Severe Storms in Central U.S. Could Cause Flash Floods, Weather Service Warns

Millions of Americans in the central United States are bracing for severe weather expected to bring several inches of heavy rain that threaten to cause flash flooding. The National Weather Service (NWS) issued flash flood watches for about 20 million people residing in areas from Texas to Indiana.

The slow-moving system has already scattered large hail, with 25 reports of hailstones 2 inches in diameter across parts of western and central Texas on Monday, ABC News reported. There were also reports of strong to severe thunderstorms in parts of northern Texas and southern Oklahoma.

Meanwhile, nearly 4 inches of rain were reported at the NWS office in the Kansas City, Missouri, metro area. The office also reported quarter-sized hail on Monday.

The Weather Channel reported that an upper-level trough, or southward plunge in the jet stream, was slowly moving into the Plains. A slow-moving front will then glide east from the Plains into the Mississippi Valley through Thursday, while deep moisture from the Gulf of Mexico will move northward ahead of the cold front.

The NWS issued a flash flood watch for parts of north-central Texas, northeast Texas and south-central Texas, where rainfall amounts of between 2 and 3 inches are expected, with isolated amounts of 5 inches possible.

"Soils will saturate quickly, and periods of heavy rain will likely result in rapid runoff and a potential for flash flooding," the weather service warned.

A flash flood watch was also issued for parts of Arkansas, Louisiana and southeast Oklahoma. The slow-moving cold front moved into the region on Tuesday afternoon and is expected to gradually spread eastward before moving out Thursday morning. Thunderstorms are expected along the cold front, as well as "widespread rainfall" of 2 to 4 inches, with 4 to 6 inches possible.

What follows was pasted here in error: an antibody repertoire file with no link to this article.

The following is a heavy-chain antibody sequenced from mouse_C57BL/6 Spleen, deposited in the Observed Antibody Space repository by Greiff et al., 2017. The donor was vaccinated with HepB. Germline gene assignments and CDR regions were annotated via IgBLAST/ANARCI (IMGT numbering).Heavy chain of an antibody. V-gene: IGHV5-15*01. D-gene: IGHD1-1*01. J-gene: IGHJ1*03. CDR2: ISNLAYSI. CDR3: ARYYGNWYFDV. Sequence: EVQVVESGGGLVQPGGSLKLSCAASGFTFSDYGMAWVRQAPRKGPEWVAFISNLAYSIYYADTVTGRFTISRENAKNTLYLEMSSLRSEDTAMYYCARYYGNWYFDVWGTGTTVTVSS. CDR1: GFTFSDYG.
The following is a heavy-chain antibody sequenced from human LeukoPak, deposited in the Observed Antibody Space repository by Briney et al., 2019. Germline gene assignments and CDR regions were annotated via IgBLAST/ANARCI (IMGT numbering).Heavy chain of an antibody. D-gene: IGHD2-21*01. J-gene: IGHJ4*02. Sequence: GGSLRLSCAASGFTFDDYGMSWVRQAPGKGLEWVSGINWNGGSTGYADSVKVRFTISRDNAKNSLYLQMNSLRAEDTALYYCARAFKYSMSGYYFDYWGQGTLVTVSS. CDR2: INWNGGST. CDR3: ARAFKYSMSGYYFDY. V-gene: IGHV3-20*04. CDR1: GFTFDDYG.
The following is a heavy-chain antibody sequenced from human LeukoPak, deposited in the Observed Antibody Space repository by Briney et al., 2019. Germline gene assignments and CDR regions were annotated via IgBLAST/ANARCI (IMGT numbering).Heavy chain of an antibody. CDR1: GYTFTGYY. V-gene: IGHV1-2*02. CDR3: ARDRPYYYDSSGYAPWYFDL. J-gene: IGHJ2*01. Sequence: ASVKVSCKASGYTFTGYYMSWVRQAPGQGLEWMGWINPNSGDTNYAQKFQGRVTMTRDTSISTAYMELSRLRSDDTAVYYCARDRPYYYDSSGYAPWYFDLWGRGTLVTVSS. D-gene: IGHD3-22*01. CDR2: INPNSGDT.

The NWS issued a flash flood warning for several counties in Missouri: Ozark County, Western Shannon County, Eastern Douglas County, Dent County, Howell County, Texas County and Southeastern Phelps County. The weather service said that excessive runoff from heavy rainfall will cause flooding in small streams and creeks, country roads, farmland and low-lying spots.

The heaviest rainfall is expected in eastern Texas and Oklahoma into Missouri, southern Illinois, Indiana, Arkansas, Louisiana, Mississippi, northern Alabama and Tennessee, the Weather Channel reported.

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A slow-moving system is expected to bring heavy rainfall across the central U.S. Tuesday through Thursday, the National Weather Service warned. National Weather Service
Severe Storms in Central U.S. Could Cause Flash Floods, Weather Service Warns | U.S.